In our opinion, the sanction of a jury instruction will adequately redress the actual harm done to defendant by the destruction of the complaints. It will not, of course, provide him with a live witness who can testify to past police misconduct. The instruction, however, substantially favors defendant in other respects. First, it assumes that the destroyed records would have led defendant to favorable evidence; in reality, defendant might not have been able even to locate the witnesses identified in the records or, if he had found them, the resulting testimony might have proven useless. Second, the instruction deprives the prosecution of the opportunity to rebut the evidence of past misconduct by the officers. Finally, it prohibits the jurors from rejecting such evidence, although in the absence of the instruction such rejection would have been their prerogative.

We would thus tailor the sanction to compensate for the exact wrong done; we would attempt to remedy the harm to the victims by giving them the approximate equivalent of the destroyed records of the complaints. We prefer this redress to the imposition on the officers of the drastic penalty of denial of current and future defenses.

[6] 4. The trial court's failure to impose the sanction of an adverse finding constitutes prejudicial error.

With respect to this point we adopt the opinion of the Court of Appeal. It explained that: "The evidence presented at trial was closely balanced, as is reflected in the fact that defendant's two codefendants both escaped conviction .... Indeed, the trial was essentially reduced to a credibility contest in which the testimony of the arresting officers was to be weighed against that of defendant and his witnesses. Since all of the witnesses who testified on defendant's behalf were either friends [28 Cal. 3d 104] or relatives, it can be presumed that the jury discounted their testimony because of apparent bias. Access to the now destroyed complaint files may very well have enabled defendant to call favorable witnesses who did not have such an obvious interest in the outcome of the trial. That defendant was deprived of a fair trial by virtue of the absence of appropriate sanctions is accordingly manifest." fn. 11

For the foregoing reasons the judgment is reversed.

Mosk, J., and Newman, J., concurred.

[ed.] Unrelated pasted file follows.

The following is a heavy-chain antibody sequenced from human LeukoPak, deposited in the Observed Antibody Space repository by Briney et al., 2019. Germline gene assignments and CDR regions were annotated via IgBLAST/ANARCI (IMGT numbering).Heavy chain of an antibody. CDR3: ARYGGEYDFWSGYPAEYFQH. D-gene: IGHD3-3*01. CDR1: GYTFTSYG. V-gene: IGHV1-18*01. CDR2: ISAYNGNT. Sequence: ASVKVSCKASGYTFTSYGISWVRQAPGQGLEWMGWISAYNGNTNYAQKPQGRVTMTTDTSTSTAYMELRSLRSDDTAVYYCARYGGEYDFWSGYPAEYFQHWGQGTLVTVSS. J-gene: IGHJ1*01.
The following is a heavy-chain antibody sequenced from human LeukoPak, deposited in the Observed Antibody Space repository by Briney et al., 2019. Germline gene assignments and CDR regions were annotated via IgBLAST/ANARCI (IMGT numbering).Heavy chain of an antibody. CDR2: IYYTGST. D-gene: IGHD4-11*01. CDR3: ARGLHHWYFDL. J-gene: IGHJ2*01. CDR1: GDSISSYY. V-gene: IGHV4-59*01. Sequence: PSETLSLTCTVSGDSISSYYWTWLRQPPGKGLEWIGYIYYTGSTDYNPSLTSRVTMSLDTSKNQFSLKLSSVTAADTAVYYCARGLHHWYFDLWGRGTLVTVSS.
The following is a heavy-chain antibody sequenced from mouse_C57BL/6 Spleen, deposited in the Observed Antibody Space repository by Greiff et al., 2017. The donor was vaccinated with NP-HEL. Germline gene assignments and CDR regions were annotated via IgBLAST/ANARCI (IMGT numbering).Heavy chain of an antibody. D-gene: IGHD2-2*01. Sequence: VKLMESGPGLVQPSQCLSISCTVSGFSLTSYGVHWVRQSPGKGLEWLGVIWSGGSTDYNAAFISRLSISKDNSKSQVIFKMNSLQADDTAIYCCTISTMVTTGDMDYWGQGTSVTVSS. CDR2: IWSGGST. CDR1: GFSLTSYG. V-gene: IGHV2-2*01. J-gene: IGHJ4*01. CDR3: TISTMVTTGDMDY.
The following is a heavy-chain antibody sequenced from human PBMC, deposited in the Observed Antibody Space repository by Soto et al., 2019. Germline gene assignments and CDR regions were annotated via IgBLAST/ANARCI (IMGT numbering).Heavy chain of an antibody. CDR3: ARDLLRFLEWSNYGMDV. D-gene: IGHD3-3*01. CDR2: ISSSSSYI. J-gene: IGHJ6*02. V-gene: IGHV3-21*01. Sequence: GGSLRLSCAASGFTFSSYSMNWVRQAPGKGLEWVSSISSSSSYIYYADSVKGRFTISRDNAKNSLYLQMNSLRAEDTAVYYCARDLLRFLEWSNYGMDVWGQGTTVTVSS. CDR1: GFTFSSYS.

MANUEL, J.,

Concurring and Dissenting.

I concur in the judgment. While I am in accord with the views of the majority as to why the extreme sanction of dismissal should not be imposed, I am of the belief that under the circumstances disclosed by the record the severe penalty suggested by the Court of Appeal and adopted by the majority is unreasonable.

This is not a case where evidence existing contemporaneously with or subsequent to the event in question was destroyed. Rather, as the majority notes, the evidence was destroyed about two weeks before the incident at the Zamora home. Nor is this a case where evidence was destroyed in order to put this appellant at a disadvantage. (Maj. opn., ante, pp. 94-95.) Judge Sauer concluded that there was no showing that the destruction was done to keep defendant from receiving information contained in the destroyed documents. Judge Waters concluded that the records were not destroyed deliberately, maliciously or willfully.

Unlike People v. Hitch (1974) 12 Cal. 3d 641 [117 Cal. Rptr. 9, 527 P.2d 361], we are not here concerned with an item of evidence which is [28 Cal. 3d 105] directly determinative on the issue of guilt or innocence. In Hitch the item sought was the breath sample from which evidence of the alcoholic content of the blood of the accused automobile driver could be ascertained. Evidence obtained in a pending case was there destroyed. Here the majority agrees that the records sought are not material evidence.

This is not a case where the missing records were known to contain meritorious complaints of police conduct. Rather the complaints involved here were unsustained.

The best that can be said for the defendant's position, in the record before us, is that the records were destroyed in apparent violation of Government Code section 34090. fn. 1 In my view under the circumstances here presented, there is no such sinister conduct attending the destruction of the records as to warrant either dismissal of the suit or the giving of the instruction suggested by the majority. Our law furnishes ample guidelines for cases such as this -- guidelines applicable to all parties, prosecutors and defendants alike. Evidence Code section 413 provides in part: "In determining what inferences to draw from the evidence or facts in the case against a party, the trier of fact may consider, among other things, the party's ... willful suppression of evidence relating thereto ...." With respect to a defendant's conduct juries may be instructed "If you find that a defendant attempted to suppress evidence against himself in any manner, such as [by destroying evidence] such attempts may be considered by you as a circumstance tending to show a consciousness of guilt. However, such evidence is not sufficient in itself to prove guilt and its weight and significance, if any, are matters for your consideration." (CALJIC No. 2.06 (4th ed. 1979).)